William the Strike Zone Conqueror

Peter Aiken-USA TODAY Sports

William Contreras stopped being an unheralded star a while ago. He was merely “the backup catcher” in Atlanta, but he smashed last year as the undisputed starter in Milwaukee and he’s backing it up with another spectacular season. He’s the face of one of Statcast’s new bat speed metrics. He’s a shoo-in All-Star and one of the betting favorites to win NL MVP. So this isn’t a “hey, have you heard he’s good?” article, because of course you have. The real question is, what has he changed this year?

Contreras’ standout skill is his thunderous raw power. He cracked 20 homers in just 376 plate appearances during his breakout 2022 and is one of the hardest swingers in the game. As you might expect, he has swing-and-miss issues, with his 13.4% swinging strike rate the price he pays for trying to crush everything he swings at. But that’s ok. His hard-hit rate, barrel rate, maximum exit velocities, and HR/FB rate are all gaudy.

Here’s the thing, though: While power might be his most obvious carrying tool, Contreras has quietly developed into much more than just a one-note power hitter. You can’t see it in the surface numbers – he’s walking about as much as he always has and striking out as frequently as he did last year – but he’s completely revamped his approach at the plate, and it’s downright sterling these days. In fact, maybe we should be talking less about how Contreras compares to Juan Soto in squared up contact, and more about how he compares to Soto in strike zone mastery.

We’re going to need some precise definitions here, so I’m going to go with Baseball Savant’s attack zone classification system to start. I think it’s a really helpful way of breaking down swing decisions. If you don’t need this refresher, nice! You can search for the phrase “definition maze” and get on with your reading.

But in case you do want to go over it again (and I hope you do), the “attack zone” methodology breaks the strike zone down into four sections. The heart zone is self-explanatory: cookies and near-cookies down the middle. The shadow zone is the fringes of the plate and the area just off of it. The chase zone is where the pitches that start as strikes but then bend end up; it’s so named because pitchers who throw there are attempting to induce a chase. The waste zone is so far from the strike zone that batters rarely ever swing at pitches that end up there. Here’s a visual representation:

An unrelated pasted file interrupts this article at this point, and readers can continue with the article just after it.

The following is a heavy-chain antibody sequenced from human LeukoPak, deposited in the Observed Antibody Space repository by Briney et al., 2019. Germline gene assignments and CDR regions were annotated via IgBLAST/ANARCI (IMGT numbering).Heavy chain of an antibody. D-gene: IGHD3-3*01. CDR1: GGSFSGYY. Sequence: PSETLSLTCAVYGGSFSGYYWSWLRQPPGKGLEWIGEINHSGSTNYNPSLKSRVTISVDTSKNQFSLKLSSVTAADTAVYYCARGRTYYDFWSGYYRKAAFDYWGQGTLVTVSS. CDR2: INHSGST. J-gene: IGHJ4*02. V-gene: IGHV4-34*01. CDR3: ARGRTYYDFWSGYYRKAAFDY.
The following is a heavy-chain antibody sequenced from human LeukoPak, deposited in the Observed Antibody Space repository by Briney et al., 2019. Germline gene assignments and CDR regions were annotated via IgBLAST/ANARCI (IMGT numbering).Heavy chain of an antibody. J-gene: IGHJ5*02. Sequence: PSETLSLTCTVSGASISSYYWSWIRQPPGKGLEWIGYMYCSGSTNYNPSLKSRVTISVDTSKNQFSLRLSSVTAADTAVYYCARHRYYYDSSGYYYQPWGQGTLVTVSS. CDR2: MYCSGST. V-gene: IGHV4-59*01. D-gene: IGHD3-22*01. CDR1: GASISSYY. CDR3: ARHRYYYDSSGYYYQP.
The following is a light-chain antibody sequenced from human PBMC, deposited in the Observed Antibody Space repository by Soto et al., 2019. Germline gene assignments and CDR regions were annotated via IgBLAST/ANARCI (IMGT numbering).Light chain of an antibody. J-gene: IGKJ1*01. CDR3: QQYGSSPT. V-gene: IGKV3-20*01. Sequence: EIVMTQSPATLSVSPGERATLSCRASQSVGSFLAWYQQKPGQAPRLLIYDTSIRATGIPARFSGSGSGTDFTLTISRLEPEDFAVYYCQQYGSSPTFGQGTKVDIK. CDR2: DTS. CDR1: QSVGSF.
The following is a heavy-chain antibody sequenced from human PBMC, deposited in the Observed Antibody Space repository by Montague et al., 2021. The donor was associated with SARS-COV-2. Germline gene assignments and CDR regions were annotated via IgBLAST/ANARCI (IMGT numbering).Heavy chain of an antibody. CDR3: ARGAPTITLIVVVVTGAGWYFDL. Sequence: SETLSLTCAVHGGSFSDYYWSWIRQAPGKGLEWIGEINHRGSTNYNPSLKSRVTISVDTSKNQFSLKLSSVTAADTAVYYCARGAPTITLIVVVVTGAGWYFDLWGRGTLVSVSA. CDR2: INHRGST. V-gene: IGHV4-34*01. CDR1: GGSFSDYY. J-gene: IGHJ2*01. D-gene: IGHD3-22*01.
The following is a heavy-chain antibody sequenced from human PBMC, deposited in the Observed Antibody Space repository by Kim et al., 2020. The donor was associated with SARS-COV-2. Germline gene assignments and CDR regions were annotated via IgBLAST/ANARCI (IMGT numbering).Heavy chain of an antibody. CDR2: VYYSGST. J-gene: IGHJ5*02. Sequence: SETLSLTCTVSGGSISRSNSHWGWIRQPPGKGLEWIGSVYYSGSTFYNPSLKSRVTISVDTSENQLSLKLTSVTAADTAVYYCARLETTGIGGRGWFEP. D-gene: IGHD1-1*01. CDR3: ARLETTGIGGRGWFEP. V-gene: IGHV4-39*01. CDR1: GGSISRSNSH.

What I like most about this definition of the zone is how it simplifies analysis. Is it good to swing at a lot of strikes? I’m not sure, to be honest. Some of those might be painted in tough locations and in counts where the hitter would do better to wait for another pitch. Plenty of hitters who can’t lay off the low ball swing at sinkers they shouldn’t, even if they’re technically in the zone. But a swing at a pitch over the heart of the plate? Yeah, that’s probably a good idea.

Likewise, some swings at pitches that don’t cross the strike zone are nevertheless good. With two strikes, it’s wise to defend if a pitch is going to be close, and hitters don’t know the exact trajectory of the ball in flight, so lots of pitches look like potential strikes when swing decisions get made.

The value produced by each decision in each zone can help us think about it. Statcast records the change in run value for every pitch. Take a strike? Your team’s expected runs that inning go down. Hit a homer? They go up. Ground out in a 3-0 count? That one’s gonna hurt. Take a tough 3-2 pitch just off the plate? You’ll get tons of points for that.

Since Statcast records a location and run value for every pitch, we can split our data into eight buckets (swings and takes in each of the four zones). We can express them further in run value per 100 pitches, so that the numbers aren’t annoyingly small. That looks like this:

Swing and Take Values By Zone
Swing RV/100 Take RV/100 Gap
Heart 0.4 -5.6 6.0
Shadow -3.3 0.1 -3.4
Chase -7.5 5.9 -13.4
Waste -12.4 6.0 -18.4

In plain English, there are two obvious effects going on here. First, the closer the ball is to the heart of the zone, the more valuable a swing is. On the flip side, the farther the ball is from the heart of the zone, the better a take is. These two effects reach a rough equilibrium somewhere around the fringes of the plate, in the shadow zone. That’s where fine strike zone judgment matters most. If you split it into shadow-in and shadow-out, you can see that the breakdown is intuitive:

Swing and Take Values By Zone
Swing RV/100 Take RV/100 Gap
Shadow-In -2.5 -4.1 1.6
Shadow-Out -4.6 3.6 -8.2

Obviously, the shadow-in zone is where you find “pitcher’s pitches,” in announcer parlance. They’re bad for the hitter whether they swing or not; it’s a matter of minimizing harm if you’re facing one of those well-located gems. This is where batters with great judgment rack up value. They swing at the ones that are barely in the zone and pass on the ones that barely aren’t. But it’s incredibly hard, and swing rates here tend to get smushed towards average anyway. So many of these pitches look like strikes, or are too close to take, or are close enough to a hitter’s nitro zone, that you can’t look at a high or low shadow zone swing rate and take much away.